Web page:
A Texas-sized quandary for Rick Perry

The buzz surrounding a presidential bid by Texas Gov. Rick Perry (R) is growing, but it’s another Texas governor who is back in the spotlight — George W. Bush.

Bush and Perry don’t just share geographic origins; they also bear the distinctive fruits of the state they served in — their Texas accents, their physic al mannerisms and their cocksure approach to politics.

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There are such striking surface similarities that, as in the case of twins or competitive siblings, their very familiarity might breed rivalry. As Bush’s successor as governor, Perry had to distinguish himself as a politician in his own right, and appearing to be a Bush acolyte couldn’t have helped.

Now Perry once again faces the obvious comparison as he weighs a run for the presidency. His success might depend on how well he can differentiate himself from the Bush brand.

And that leads to one other characteristic the two men seem to share: mutual dislike. Both Texas and Washington have long buzzed about a feud between the two, even though few within the Bush or Perry camps will publicly acknowledge it.

Proof positive, some pundits say, comes from the 2010 gubernatorial primary between Sen. Kay Bailey Hutchison (R-Texas) and Perry. 

Hutchison’s aim was to knock off the sitting governor, and usually, efforts to unseat incumbents aren’t appreciated within the party. But a number of prominent Republicans close to Bush liked the idea so much that they broke the unwritten rule and backed Hutchison.

Two advisers in Bush’s presidential administration, Karl Rove and Karen Hughes, served as informal advisers to Hutchison’s campaign. Bush’s former secretary of Education, Margaret Spellings, also advised Hutchison, while  former secretary of state for President George H.W. Bush — James Baker — outright endorsed her.

But Hutchison’s two biggest scores were Vice President Cheney and President George. H.W. Bush, who came to the senator’s aid.

As Cheney descended on Texas for a Hutchison fundraiser, Perry spokesman Mark Miner responded with a blistering statement: “It’s not surprising, considering they both worked together in Washington for so long. The Washington establishment usually sticks together.”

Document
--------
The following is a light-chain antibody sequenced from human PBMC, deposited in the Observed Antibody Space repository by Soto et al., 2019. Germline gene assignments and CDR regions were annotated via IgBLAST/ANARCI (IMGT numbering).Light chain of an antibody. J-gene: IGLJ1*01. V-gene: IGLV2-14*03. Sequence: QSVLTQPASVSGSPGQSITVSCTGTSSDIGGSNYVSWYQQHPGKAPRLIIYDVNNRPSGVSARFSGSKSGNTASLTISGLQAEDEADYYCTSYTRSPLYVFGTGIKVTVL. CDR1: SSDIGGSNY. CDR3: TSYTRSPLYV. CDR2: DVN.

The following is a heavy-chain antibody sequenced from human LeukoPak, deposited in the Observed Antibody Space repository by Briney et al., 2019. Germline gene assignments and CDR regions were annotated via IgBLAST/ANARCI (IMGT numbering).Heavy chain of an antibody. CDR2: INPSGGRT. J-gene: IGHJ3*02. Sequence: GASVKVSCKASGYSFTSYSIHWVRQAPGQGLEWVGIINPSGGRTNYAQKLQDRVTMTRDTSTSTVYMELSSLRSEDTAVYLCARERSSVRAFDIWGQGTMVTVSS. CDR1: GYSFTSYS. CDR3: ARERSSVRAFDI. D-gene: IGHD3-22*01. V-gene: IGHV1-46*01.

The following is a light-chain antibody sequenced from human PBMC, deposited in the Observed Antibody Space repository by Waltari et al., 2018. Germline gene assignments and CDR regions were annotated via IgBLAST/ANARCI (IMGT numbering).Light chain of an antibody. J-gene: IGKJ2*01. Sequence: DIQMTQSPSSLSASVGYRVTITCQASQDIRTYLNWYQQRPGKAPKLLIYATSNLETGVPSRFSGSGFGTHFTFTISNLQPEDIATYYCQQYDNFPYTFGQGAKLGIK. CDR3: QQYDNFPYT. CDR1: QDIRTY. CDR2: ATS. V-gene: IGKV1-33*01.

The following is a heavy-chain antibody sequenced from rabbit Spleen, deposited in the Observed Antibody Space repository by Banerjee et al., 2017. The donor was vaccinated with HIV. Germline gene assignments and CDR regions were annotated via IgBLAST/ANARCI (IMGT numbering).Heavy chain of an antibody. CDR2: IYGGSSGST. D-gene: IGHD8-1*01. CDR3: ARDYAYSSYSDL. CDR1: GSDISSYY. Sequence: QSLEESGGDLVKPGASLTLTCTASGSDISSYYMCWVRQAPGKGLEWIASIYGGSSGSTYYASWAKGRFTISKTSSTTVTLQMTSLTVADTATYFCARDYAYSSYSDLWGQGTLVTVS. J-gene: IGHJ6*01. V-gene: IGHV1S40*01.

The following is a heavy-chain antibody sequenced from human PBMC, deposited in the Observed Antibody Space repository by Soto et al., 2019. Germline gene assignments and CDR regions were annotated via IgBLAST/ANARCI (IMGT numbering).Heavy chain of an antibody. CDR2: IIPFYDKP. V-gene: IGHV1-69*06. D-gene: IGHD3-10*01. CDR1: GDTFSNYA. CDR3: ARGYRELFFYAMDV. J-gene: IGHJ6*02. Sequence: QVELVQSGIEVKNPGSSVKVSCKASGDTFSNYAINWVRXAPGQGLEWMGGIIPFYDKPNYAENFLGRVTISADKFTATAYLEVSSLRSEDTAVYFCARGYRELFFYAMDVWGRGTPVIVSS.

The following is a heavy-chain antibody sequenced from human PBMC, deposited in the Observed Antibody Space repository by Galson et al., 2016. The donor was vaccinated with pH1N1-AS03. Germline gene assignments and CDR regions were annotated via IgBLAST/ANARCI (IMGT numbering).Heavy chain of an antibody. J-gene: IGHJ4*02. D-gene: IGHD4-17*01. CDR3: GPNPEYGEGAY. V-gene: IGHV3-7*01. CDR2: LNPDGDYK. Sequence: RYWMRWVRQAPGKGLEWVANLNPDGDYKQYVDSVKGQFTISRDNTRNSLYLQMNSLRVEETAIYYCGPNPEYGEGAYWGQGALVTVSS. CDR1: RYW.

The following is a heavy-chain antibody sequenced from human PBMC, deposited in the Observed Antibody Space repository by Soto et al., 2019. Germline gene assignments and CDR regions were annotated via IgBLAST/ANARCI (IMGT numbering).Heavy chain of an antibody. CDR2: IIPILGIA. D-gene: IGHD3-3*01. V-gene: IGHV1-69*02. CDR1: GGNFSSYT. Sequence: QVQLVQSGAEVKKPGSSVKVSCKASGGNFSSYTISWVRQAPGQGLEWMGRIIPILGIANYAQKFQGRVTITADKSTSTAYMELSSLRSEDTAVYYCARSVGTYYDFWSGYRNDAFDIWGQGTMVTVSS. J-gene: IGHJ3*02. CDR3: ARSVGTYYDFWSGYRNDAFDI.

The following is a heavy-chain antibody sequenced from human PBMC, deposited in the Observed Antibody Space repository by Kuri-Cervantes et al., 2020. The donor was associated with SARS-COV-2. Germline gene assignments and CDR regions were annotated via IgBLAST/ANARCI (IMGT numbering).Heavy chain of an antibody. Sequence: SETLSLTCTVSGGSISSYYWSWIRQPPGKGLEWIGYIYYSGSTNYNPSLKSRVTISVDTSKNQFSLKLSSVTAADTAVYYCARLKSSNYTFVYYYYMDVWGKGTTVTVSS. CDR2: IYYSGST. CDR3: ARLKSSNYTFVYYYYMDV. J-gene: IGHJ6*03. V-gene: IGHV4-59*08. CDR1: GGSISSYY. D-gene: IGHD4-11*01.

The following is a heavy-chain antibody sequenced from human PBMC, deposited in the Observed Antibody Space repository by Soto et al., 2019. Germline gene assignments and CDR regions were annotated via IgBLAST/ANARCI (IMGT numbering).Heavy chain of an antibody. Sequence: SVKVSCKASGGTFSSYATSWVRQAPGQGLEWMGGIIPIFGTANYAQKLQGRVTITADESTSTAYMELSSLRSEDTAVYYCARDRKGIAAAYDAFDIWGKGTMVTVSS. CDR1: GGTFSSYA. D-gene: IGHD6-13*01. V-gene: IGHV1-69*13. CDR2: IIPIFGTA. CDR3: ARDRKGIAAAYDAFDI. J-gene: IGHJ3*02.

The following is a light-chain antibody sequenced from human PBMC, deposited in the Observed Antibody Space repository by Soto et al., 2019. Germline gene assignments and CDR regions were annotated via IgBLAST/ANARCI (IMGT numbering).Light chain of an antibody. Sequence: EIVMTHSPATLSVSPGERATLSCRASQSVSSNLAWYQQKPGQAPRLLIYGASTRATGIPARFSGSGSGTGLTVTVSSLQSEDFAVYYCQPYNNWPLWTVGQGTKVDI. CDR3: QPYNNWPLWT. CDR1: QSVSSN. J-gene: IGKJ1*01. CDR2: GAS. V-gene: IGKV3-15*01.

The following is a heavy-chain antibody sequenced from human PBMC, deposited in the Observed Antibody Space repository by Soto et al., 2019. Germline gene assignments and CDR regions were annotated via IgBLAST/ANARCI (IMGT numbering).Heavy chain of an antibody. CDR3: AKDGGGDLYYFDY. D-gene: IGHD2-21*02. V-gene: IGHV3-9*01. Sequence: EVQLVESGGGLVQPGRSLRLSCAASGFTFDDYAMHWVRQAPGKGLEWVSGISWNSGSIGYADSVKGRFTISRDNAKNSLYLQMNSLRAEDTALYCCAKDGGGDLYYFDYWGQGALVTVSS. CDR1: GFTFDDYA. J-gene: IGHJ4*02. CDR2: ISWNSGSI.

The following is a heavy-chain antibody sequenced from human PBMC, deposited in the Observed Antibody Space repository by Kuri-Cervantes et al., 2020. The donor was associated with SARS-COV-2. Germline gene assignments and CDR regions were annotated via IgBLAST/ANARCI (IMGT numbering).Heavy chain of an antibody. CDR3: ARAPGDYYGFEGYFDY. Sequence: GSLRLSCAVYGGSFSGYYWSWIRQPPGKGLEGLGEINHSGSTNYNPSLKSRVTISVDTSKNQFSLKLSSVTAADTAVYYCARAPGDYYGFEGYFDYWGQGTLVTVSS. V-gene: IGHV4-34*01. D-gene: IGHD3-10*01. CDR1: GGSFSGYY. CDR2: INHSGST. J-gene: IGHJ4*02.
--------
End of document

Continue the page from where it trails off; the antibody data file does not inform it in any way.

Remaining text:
In fact, the Perry team could not have minded too much. The governor ran an anti-Washington campaign — one that included opposition to bailouts like the Troubled Asset Relief Program (TARP), which was passed during George W. Bush’s presidency. Perry also provoked considerable angst within his party by using members from Texas’s Republican delegation as punching bags in his race for reelection.

“Let’s be frank: Washington Republicans got us in the mess,” he said in a fundraising letter that sparked some angry congressmen to call for a closed-door meeting with Perry.

But Perry’s anti-Washington rhetoric worked, and after trailing by more than 20 percent in early polling, he ended up winning by more than 20 percent in the primary. 

It was clear the Bush brand didn’t help Hutchison, as Texas stood with Perry.

So why did the Bush brand line up so staunchly with Hutchison? You can trace one possibility to 2008, when Perry launched an extended critique of Bush’s administration, brusquely attacking him for his record on spending as both governor and president.

“Let me tell you something,” Perry said at the time, according to the Austin American-Statesman, “George Bush was never a fiscal conservative. … Wasn’t when he was in Texas. ... I mean, ’95, ’97, ’99, George Bush was spending money.” 

Perry even mocked the president’s rhetoric, saying “we made an error with that phrase ‘compassionate conservative’ ” — a reference to a catchphrase from the former president’s 2000 presidential campaign.

Perry’s most recent allusion to the Bush legacy was vaguer, but raised eyebrows around Texas. After Osama bin Laden was killed, credit was handed generously to both President Obama’s and Bush’s administrations for their roles. But Perry failed to mention either in a formal statement.

It turns out that the omission wasn’t a mistake, but rather an intentional oversight. Perry’s explanation? You don’t thank the president for the work of his subordinates.

“I didn’t say, ‘Way to go’ to the president of Texas A&M when the women won the national championship of basketball,” he said.

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Similarly, on the bin Laden raid, “I appropriately said, ‘Thank you,’ to the participants that really mattered — the young men and women who put their lives on the line every day,” Perry said during a May photo-op.

For those familiar with the Texas political scene, it was another sign that Perry viewed his predecessor with something less than respect.

But former Bush adviser Mark McKinnon dismisses the idea that the two are involved in some Texas-sized feud, saying the alleged rift is “way overblown” and existed mostly at the staff level “long ago and far away.”

“Succeeding governors always have their own people and want to carve their own legacy. There is natural conflict and dynamic tension, but nothing unusual,” he said.

Either way, it’s an issue Perry will have to deal with if he decides to become a contender for the Republican nomination. 

Bush left office as one of the most unpopular presidents in history, with an approval rating of 22 percent, according to a CBS News/New York Times poll.

And Perry just might have to fight off comparisons to the predecessor he has tried to distance himself from if he wants to follow Bush to the White House.

Heinze, the founder of GOP12.com, is a member of staff at The Hill.